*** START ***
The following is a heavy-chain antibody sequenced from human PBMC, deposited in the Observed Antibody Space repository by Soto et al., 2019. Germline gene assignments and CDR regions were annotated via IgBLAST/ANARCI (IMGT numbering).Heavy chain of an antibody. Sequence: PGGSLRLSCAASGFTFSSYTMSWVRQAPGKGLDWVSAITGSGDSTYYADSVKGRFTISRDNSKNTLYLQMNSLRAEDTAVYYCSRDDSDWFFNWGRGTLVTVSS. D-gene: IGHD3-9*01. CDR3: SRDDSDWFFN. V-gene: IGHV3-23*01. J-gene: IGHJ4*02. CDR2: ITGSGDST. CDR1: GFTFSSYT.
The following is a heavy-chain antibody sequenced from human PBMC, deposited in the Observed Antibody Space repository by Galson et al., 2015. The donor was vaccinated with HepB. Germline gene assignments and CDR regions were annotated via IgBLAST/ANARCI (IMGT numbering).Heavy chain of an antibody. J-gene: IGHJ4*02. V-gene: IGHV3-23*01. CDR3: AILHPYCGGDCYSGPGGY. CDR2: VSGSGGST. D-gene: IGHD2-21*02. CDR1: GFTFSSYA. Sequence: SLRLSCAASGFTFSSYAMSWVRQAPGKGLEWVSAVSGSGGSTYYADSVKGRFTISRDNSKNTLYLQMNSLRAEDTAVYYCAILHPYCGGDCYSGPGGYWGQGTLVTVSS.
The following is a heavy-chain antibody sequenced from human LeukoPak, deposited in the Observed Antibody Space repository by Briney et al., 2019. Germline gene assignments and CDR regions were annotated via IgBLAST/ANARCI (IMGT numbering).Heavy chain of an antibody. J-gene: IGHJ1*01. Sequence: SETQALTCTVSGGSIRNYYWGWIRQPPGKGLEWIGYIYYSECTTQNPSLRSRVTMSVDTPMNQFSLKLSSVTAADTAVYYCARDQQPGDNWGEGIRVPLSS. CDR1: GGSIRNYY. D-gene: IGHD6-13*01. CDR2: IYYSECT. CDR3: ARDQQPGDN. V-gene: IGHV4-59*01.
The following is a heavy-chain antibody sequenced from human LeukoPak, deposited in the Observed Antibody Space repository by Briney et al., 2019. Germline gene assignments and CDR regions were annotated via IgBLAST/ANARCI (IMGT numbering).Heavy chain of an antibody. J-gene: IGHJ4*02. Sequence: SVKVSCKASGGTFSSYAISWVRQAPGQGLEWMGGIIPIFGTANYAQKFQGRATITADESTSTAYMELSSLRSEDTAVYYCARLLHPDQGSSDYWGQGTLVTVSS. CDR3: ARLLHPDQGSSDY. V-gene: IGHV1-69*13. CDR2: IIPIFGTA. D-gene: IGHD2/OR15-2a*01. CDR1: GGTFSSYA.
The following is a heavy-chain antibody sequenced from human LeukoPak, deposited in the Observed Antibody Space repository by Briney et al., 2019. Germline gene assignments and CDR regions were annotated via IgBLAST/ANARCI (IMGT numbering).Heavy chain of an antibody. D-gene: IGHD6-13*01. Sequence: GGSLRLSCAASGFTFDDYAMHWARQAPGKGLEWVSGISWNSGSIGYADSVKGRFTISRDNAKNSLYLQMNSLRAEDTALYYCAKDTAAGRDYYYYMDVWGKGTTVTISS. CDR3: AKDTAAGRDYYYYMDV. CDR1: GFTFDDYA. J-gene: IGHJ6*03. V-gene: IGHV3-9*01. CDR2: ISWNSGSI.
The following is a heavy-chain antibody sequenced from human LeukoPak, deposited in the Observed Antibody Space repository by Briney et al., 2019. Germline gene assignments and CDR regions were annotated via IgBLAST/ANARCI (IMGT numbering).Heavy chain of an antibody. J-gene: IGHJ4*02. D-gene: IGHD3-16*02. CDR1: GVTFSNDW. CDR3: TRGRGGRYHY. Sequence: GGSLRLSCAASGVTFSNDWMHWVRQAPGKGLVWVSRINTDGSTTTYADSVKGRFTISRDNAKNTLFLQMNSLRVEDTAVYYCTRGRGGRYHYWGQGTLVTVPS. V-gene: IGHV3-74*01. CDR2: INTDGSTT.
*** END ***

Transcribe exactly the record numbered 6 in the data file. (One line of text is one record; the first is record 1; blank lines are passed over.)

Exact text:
The following is a heavy-chain antibody sequenced from human LeukoPak, deposited in the Observed Antibody Space repository by Briney et al., 2019. Germline gene assignments and CDR regions were annotated via IgBLAST/ANARCI (IMGT numbering).Heavy chain of an antibody. J-gene: IGHJ4*02. D-gene: IGHD3-16*02. CDR1: GVTFSNDW. CDR3: TRGRGGRYHY. Sequence: GGSLRLSCAASGVTFSNDWMHWVRQAPGKGLVWVSRINTDGSTTTYADSVKGRFTISRDNAKNTLFLQMNSLRVEDTAVYYCTRGRGGRYHYWGQGTLVTVPS. V-gene: IGHV3-74*01. CDR2: INTDGSTT.